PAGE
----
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What to Watch For in NY Governor Debate Between Hochul and Top Rivals

ALBANY, N.Y. — The first official debate in the Democratic primary for governor of New York took place last week with little attention or fanfare, and perhaps for good reason: The favorite in the race, Gov. Kathy Hochul, was not in attendance.

That will change on Tuesday, with the first of two debates scheduled among Ms. Hochul and her two main party rivals, Representative Thomas R. Suozzi of Long Island and Jumaane D. Williams, New York City’s public advocate.

The one-hour debate, which will be hosted and broadcast by WCBS-TV, will provide the candidates a chance to introduce themselves to voters and to road-test their arguments against Ms. Hochul, who, with the June 28 primary only three weeks away, carries a commanding lead in the polls.

But the same polls show areas of concern among voters — including fears about crime and disapproval of the hefty government subsidy going to a new Buffalo Bills stadium — that could hint at potential weak spots in the governor’s armor.

The two-man debate last week was more of a shared opportunity for Mr. Williams and Mr. Suozzi to lace into Ms. Hochul, offering a glimpse at the attack lines they are likely to use in the debate on Tuesday and on the campaign trail.

How will Ms. Hochul fend off the attacks she has now seen previewed? Will the nonaggression pact between Mr. Suozzi and Mr. Williams on display last week hold? Is there still time for a breakthrough moment that could change the shape of the race?

Here’s a look at the candidates, and some of the main issues they will grapple over.

Even before the mass shootings in Buffalo, Tulsa and Uvalde, Texas,, addressing gun violence was a priority for New York politicians, and it has now taken on even greater urgency.

Mr. Suozzi has placed fighting crime at the center of his platform, releasing a 15-point plan and repeatedly demanding rollbacks to changes made in recent years to New York’s bail laws that were meant to reduce the number of people incarcerated over a lack of bail money. One feature of Mr. Suozzi’s plan involves giving judges discretion in assessing a defendant’s “dangerousness” when setting bail.

Ms. Hochul made similar proposals during the most recent legislative session, securing a few changes but finding opposition to others in the left-leaning Legislature. She is likely to trumpet these modifications, as well as the package of gun-safety bills she recently signed into law, as evidence that her administration has made progress in containing gun violence.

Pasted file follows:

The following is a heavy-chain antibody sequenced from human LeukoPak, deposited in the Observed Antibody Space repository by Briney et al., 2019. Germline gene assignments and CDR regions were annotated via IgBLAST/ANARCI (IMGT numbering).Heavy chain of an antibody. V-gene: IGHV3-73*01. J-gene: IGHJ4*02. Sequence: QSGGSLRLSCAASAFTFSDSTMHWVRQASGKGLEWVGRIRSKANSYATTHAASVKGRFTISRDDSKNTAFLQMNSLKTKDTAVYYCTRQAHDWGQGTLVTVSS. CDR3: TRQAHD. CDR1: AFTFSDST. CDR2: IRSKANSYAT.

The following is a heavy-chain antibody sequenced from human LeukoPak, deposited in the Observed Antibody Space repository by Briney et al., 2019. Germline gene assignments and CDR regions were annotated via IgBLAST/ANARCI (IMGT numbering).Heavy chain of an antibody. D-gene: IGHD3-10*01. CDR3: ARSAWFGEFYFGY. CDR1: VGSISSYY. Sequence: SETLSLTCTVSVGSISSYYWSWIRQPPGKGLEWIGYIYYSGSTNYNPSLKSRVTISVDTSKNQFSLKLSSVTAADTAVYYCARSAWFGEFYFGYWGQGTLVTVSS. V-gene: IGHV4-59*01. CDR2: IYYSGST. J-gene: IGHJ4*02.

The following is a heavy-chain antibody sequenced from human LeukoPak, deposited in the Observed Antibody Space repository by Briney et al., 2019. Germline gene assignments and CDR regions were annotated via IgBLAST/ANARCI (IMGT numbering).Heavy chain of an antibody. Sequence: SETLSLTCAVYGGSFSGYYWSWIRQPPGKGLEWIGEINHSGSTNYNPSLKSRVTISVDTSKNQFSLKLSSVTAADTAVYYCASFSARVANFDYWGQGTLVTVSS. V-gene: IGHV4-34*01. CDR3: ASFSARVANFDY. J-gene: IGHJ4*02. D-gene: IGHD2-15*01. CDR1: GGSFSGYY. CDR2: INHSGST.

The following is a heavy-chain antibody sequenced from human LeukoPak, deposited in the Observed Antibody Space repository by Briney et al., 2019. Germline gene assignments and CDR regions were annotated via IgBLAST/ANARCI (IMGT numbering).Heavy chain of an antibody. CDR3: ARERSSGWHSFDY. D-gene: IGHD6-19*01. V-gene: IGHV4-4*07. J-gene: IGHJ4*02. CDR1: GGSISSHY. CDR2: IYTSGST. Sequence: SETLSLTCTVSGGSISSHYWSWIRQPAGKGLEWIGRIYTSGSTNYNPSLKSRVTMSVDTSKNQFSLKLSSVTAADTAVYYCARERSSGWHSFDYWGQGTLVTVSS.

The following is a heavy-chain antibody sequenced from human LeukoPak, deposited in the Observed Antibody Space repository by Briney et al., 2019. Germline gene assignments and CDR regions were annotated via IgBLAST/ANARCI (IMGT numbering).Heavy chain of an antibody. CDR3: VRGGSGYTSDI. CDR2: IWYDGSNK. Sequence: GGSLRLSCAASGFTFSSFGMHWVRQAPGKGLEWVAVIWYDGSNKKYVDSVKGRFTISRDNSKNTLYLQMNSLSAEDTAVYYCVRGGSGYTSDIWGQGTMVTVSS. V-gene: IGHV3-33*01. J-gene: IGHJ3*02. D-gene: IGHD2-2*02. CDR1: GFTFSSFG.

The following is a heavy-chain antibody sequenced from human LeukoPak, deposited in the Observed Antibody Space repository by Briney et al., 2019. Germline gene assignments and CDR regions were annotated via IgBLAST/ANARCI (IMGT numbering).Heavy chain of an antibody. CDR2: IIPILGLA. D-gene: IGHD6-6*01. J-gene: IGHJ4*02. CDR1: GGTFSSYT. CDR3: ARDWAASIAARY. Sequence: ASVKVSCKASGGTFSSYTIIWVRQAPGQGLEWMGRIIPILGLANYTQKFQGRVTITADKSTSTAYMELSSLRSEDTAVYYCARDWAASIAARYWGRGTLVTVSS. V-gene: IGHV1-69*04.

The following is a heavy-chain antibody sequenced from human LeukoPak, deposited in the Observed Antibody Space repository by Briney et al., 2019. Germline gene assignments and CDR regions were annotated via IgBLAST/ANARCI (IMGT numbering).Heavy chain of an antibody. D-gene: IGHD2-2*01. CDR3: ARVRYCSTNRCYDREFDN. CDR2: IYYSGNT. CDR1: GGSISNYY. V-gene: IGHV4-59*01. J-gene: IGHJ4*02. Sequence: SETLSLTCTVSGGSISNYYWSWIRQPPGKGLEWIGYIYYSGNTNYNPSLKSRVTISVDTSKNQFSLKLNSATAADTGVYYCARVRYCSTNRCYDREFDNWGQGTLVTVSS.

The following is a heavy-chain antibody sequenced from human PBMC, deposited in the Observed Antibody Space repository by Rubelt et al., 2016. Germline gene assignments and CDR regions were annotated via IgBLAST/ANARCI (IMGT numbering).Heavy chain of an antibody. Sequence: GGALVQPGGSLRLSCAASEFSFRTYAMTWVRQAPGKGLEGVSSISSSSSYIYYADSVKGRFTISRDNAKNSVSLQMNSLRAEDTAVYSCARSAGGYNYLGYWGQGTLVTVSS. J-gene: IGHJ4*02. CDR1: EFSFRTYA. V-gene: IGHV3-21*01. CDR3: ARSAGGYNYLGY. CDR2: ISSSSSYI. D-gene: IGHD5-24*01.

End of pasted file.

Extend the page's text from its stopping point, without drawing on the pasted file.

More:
On the other side of the issue is Mr. Williams, who has argued against rolling back the bail reforms and has said state agencies and community groups can “co-create” public safety, if provided with the appropriate funding.

For much of the campaign, Mr. Suozzi has rarely missed an opportunity to question Ms. Hochul’s capability, and to imply that New Yorkers are unsafe under her leadership.

This tactic has the potential to both help and hurt Mr. Suozzi, political observers say. On one hand, he is well positioned to point out Ms. Hochul’s inconsistencies, such as criticizing Washington for doing little on gun safety when she was hardly a gun-reform advocate during her time in Congress, even earning an N.R.A. endorsement at one point.

But by striking too hard, Mr. Suozzi could risk coming across as bullying or dismissive, analysts said — particularly dangerous given the makeup of New York’s Democratic primary electorate.

“Look, 58 to 60 percent of the primary voters in this election are going to be female,” said Bruce Gyory, a Democratic political consultant, adding that “an awful lot of them are highly educated, professional women who really bristle at the mansplaining.”

Mr. Suozzi has emphasized his background as Nassau County executive and mayor of Glen Cove, suggesting that he is best equipped to lead the state as an experienced executive.

In addition to his focus on making changes to the bail laws, Mr. Suozzi has said he would push to lower property taxes and to make state government to do what it can to make New York more attractive to business.